Conformity is an unconscious bias in recruitment that happens with panel interviews. Say a panel has up to five different decision makers. The panel interviews seven candidates over two days and then gets together to discuss them. Four of the five panelists vote for Candidate A. However, the fifth panelist doesn’t believe Candidate A is a good fit.
They’d rather give their vote for Candidate C instead. But because everyone else is so adamant about hiring Candidate A, the fifth panelist doesn’t object. They go along with the crowd and agree to hire Candidate C. This panelist may not say anything because of peer pressure or because they don’t want to start trouble.
Some people also doubt their perceptions and opinions. It’s easier to conform and go with the crowd. Yet, this is one of the types of bias in hiring processes that can spell trouble later. That fifth panelist may have noticed a red flag about Candidate A that the others missed.
Had that panelist expressed their concerns, the company might have gotten a better hiring outcome. Even if Candidate C didn’t get the job, the panel could have discussed more deeply what skills a successful employee should have. They might have realized Candidate B was the best choice instead.
Affinity Biases in Hiring
A typical bias hiring managers have has to do with affinity, meaning a candidate shares something in common with the recruiter. It may be the same alma mater, a mutual friend, or a former company. Similarities may also include being from the same state or city. An affinity bias makes the hiring manager look at that candidate more positively.
Because of the similarities between the candidate and recruiter, the latter may dismiss facts about the applicant’s experience and skill set. Say the person is applying for a tech support job but lacks any relevant customer service or technical skills. Due to the recruiter’s affinity bias, the candidate gets the job anyway.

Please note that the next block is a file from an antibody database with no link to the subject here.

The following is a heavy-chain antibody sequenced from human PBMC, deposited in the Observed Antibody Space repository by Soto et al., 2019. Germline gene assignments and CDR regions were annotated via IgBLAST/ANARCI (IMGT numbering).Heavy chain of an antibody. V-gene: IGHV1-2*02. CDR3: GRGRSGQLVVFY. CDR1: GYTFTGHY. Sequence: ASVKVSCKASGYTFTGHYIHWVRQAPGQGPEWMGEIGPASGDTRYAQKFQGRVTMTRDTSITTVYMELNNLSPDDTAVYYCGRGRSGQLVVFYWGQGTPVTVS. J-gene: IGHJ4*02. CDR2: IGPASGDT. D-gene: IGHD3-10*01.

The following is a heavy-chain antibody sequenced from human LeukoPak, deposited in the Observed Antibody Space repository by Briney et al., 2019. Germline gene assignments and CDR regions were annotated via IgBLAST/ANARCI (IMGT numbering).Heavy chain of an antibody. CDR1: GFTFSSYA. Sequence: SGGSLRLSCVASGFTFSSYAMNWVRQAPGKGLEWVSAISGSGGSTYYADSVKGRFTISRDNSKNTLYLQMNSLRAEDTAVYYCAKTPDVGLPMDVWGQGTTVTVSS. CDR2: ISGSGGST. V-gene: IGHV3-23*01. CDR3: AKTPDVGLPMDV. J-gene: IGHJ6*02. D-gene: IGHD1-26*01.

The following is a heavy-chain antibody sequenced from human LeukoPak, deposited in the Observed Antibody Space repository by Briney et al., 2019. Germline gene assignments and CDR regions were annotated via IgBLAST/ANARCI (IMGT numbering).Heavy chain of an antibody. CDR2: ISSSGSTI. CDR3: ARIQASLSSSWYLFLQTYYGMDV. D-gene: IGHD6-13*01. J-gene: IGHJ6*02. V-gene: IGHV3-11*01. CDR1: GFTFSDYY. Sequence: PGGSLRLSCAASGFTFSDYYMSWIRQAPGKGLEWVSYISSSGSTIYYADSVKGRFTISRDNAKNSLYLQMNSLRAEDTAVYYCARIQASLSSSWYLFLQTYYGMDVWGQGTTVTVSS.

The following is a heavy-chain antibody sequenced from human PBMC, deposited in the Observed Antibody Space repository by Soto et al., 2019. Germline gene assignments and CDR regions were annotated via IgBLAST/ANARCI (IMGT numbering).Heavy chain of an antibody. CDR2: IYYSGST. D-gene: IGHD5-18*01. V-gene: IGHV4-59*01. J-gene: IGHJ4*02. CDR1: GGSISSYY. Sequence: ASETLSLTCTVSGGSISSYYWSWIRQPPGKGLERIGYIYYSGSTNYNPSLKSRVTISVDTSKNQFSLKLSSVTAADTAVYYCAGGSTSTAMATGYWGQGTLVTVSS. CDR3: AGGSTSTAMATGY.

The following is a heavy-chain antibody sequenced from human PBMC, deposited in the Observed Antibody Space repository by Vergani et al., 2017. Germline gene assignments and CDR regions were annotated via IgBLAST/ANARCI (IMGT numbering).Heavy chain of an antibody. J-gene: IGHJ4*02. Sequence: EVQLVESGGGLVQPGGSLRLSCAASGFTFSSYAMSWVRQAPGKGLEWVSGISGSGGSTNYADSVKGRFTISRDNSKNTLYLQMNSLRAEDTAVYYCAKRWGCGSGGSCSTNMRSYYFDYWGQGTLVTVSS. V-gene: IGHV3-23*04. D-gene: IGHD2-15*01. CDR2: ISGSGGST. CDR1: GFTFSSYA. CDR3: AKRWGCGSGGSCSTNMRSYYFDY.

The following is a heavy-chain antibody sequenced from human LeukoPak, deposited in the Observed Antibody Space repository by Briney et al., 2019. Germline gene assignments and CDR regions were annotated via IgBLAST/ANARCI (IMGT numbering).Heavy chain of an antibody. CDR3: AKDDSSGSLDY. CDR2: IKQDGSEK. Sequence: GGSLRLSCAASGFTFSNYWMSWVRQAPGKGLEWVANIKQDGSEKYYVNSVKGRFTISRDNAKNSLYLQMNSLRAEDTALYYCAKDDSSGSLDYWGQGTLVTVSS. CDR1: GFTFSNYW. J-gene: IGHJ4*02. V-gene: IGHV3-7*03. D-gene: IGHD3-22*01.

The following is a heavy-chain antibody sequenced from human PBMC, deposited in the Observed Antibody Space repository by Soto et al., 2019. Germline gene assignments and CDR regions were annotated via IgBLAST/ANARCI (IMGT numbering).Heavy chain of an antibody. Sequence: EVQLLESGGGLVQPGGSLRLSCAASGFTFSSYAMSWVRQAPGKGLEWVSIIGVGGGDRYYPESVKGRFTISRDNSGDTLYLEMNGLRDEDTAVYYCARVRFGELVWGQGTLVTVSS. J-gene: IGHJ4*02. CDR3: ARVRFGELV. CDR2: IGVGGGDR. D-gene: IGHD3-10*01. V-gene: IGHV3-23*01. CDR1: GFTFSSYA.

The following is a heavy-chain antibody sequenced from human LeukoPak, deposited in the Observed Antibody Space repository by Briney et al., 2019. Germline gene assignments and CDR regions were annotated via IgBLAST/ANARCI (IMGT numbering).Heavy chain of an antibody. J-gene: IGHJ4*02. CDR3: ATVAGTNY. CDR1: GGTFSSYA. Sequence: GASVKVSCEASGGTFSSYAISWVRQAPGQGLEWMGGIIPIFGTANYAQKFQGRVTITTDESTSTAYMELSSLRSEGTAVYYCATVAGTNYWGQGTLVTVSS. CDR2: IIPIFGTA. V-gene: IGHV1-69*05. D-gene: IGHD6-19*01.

However, other candidates previously interviewed and who had applicable skills didn’t receive offers. That’s because the hiring manager didn’t share any personal similarities with them. Unconscious bias recruitment decisions can leave qualified applicants perplexed when they get rejection emails or don’t hear back.
Sadly, this means qualified workers will be less likely to consider that organization in the future. The company loses out on a skilled employee and the person misses a chance to showcase their talents. Any bias in hiring process decisions like these can also have a domino effect as these rejected candidates tell their friends about their poor experiences.
Let’s face it. Some people are more charming than others. They can establish a rapport within seconds and give others the impression that they’re more than capable of handling anything you throw at them. The problem with this is that sometimes all that charm is just an act. That person is faking a likable personality and likely doesn’t know what they’re talking about.
A halo recruiting bias happens when a hiring manager forms a good impression of a candidate based on charm, wit, or a referral. Consequently, anything the applicant says in the interview is gold. A candidate may give answers that may seem out of line or indicate a lack of knowledge doesn’t fit with the hiring manager's initial impression. Therefore, the recruiter overlooks them.
The same thing can happen if a current employee who’s a top performer refers an applicant. The department lead or manager decides to interview that person even if they’re not the most qualified for the job. Before the interview even takes place, the recruiter may have already decided to give the candidate a chance.